I almost didn’t notice that the elevators have an approximately 1/8”-tall lip along the top of the trailing edges. We see these “wicker bill spoilers” in various forms of racing because they can greatly enhance the effectiveness of a surface but I have not seen this in an ARF. I pulsed Flex Innovations on these “elevator lips” and they said they are designed to reduce flutter at high speeds.
The control surfaces are assembled with hinges in place but not glued. I noticed that the gaps between control surfaces and the fixed portions are very small. Pay attention while gluing the hinges in place and you should also have tiny gaps that will enhance flight performance.
The slots in the control surfaces for control horns are trimmed and ready to be filled with the arms. Even the groove for the tail wheel wire that gets epoxied into the rudder is already cut from the factory and ready for installation. Flex Innovations is looking more and more to be very cutting edge in their design and ARF preparation.
The QQ YAK 54 35CC ARF comes with an extensive hardware set that lets you build a tough, dependable model right out of the box. All of the hardware appears to be first class pieces. The control horns are designed and sized to provide the maximum throw for the airframe but with a high level of precision. The fiberglass wheel pants and cowl come fully painted and the rest of the plane covered with genuine Oracover® so you can get the right covering to make repairs easy and virtually invisible.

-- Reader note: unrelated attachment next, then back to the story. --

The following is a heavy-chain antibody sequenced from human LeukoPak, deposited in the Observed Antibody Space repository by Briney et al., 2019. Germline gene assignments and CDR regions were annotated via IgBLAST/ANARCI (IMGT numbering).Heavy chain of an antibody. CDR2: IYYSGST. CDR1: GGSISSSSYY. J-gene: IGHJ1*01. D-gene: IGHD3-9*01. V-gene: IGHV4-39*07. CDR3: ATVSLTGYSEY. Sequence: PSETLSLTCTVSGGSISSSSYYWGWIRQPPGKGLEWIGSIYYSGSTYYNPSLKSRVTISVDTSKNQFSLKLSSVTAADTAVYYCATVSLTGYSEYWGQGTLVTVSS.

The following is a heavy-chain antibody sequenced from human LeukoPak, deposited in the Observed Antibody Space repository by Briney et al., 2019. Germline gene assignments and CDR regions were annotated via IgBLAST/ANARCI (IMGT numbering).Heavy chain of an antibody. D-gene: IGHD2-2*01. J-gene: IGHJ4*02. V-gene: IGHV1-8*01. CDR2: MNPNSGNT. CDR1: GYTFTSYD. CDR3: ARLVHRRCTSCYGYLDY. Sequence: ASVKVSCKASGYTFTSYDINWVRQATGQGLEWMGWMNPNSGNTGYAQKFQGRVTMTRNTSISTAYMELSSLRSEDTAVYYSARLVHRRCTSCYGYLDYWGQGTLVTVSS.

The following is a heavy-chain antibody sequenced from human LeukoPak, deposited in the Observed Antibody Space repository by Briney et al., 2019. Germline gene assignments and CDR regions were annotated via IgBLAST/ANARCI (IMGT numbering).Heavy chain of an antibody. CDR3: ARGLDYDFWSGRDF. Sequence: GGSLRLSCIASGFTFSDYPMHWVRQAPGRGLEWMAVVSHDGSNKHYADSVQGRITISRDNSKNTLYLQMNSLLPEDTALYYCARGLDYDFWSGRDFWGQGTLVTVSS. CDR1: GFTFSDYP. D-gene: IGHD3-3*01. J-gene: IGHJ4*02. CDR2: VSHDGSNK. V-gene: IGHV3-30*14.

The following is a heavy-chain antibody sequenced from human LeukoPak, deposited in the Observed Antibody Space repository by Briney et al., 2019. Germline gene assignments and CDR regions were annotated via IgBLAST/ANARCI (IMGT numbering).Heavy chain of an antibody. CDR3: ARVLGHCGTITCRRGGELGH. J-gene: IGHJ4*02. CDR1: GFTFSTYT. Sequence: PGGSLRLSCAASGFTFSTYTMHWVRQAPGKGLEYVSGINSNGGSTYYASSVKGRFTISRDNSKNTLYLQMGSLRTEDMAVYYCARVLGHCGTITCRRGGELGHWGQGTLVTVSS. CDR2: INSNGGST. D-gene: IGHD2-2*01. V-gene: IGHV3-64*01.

The cowl is one piece with the faux grill work molded into the cowl itself. Also, the cowl is large enough that the cylinder head of the DA35 should stay within the cowl for a much cleaner, more aerodynamic look.
All of the openings in the airframe and covering for servos and cables are opened and the edges sealed at the factory. I will go over those to be sure but this is way easier than having to open them myself. I am liking this plane!
Because the QQ YAK 54 35CC ARF can be flown with gas or electric power the main hatch is secured with a rugged-looking single spring-loaded latch for quick, tool-free access. I am usually wary of these single spring latches but the one in the QQ YAK 54 35CC ARF is way better made than anything I have seen so far. You get formed aluminum landing gear as standard equipment but we will be using the optional carbon fiber main gear.
Another interesting feature of the power choice is a pair of equipment trays that make installation of the electric or gas equipment easy and even provides a fast way to remove all that equipment for repairs if need be. Forward equipment trays don’t get glued or wood-screwed into the structure. Either style is bolted to the airframe with threaded inserts already installed at the factory. A little blue thread locker and the radio gear is secure, yet can be pulled if need be for access to other things.